Closure is a way of moving on after a breakup. Your ex-girlfriend may be wondering why you ended the relationship if you didn't give her a reason, suggests the article, "Getting Closure After a Breakup" for the National Healthy Marriage Resource Center. Perhaps you were all too clear about your reasons for ending things, and she is now feeling angry or insecure. Closure may also be beneficial for the person who initiated the split, according to the National Healthy Marriage Resource Center.
She Wants to Talk
Your ex-girlfriend may want to involve you in the closure process to gain an insight into why you believe the relationship didn't work out. Talking about your relationship -- what the National Healthy Marriage Center calls an "exit interview" -- may help you both to move on. If your relationship ends without any real discussion, important issues may remain unresolved and cause problems in future relationships, warns Lauren Suval in the "Psych Central" article, "Finding Closure." Try to focus on the positive aspects of your relationship, suggests Suval. Bringing up old grievances won't help. The relationship is over, and neither of you can say or do anything to change what happened in the past. Thank each other for the good times you shared, and wish each other luck in the future.
You've Got Mail
If you're not willing to meet your ex-girlfriend in person, perhaps because you initiated the split, she needs to find another way to get closure. By writing you a final goodbye letter, she can reveal how she feels without holding anything back, says Suval. However, don't expect it to arrive in your mailbox anytime soon. According to Suval, this type of letter is not meant to be sent. After your ex has written the letter and released all her pent-up emotions, she may shred it, burn it, or store it in a private place.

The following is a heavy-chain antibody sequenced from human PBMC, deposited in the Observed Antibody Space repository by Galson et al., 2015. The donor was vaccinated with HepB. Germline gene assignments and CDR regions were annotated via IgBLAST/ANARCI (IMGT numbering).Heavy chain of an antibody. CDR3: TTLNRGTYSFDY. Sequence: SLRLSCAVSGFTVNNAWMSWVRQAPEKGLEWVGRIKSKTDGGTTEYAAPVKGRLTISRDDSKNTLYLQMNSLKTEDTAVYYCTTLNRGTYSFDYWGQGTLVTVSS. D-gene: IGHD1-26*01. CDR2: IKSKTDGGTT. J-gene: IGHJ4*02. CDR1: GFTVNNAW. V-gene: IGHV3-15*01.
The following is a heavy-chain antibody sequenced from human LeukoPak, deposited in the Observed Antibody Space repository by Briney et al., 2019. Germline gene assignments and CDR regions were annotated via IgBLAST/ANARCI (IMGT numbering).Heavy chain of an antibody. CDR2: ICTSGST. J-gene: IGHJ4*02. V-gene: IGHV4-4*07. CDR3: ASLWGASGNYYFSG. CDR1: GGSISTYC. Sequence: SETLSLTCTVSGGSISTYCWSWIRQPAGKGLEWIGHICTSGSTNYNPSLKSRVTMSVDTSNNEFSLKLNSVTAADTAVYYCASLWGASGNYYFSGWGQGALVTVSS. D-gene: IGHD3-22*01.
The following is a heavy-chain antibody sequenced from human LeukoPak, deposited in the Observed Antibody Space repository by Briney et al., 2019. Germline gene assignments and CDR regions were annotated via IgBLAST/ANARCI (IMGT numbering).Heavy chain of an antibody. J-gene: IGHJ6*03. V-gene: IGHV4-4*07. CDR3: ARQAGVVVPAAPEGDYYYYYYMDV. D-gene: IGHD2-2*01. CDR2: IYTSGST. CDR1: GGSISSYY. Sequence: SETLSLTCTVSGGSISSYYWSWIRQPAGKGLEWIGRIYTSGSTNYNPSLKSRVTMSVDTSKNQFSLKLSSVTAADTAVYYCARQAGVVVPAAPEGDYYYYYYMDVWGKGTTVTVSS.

It's Goodbye -- for Good
Perhaps your relationship ended amicably and you have been meeting up as friends since the split. If your ex girlfriend feels that this is stopping her from moving on, she may want to cut all ties with you. Some couples can remain friends, even if one or both of them begins a new relationship. For other people though, this is simply too difficult. To truly let go, your ex may ask you to stop contacting her. Respect her wishes, no matter how much you want to keep in touch. It's up to her to decide what she has to do to achieve closure, says psychiatrist Abigail Brenner in the article, "5 Ways to Find Closure From the Past," for "Psychology Today."
You Both Need to Move On
Perhaps your girlfriend thinks you both need closure. You may have expressed doubts over your decision to end the relationship, or tried to persuade her to get back together. Telling you she needs closure is a clear sign that she wants to move on, suggests Brenner. Simple steps you can take to help you get closure include focusing on the positive aspects of your life, spending time with people who make you feel secure, loved and valued, and concentrating on what makes you happy rather than what pleases others, says Brenner. Make a list of things that need improvement in your life, suggests Brenner, then write down what steps you need to take to make those changes for the better. For example, if you feel out of shape, you could commit to joining a gym and cutting junk food out of your diet. If you are dissatisfied with your current job, look into training opportunities to improve your career prospects. The better you feel about yourself -- both mentally and physically -- the easier it will be to move on from the relationship.
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C. Giles is a writer with an MA (Hons) in English literature and a post-graduate diploma in law. Her work has been published in several publications, both online and offline, including "The Herald," "The Big Issue" and "Daily Record."
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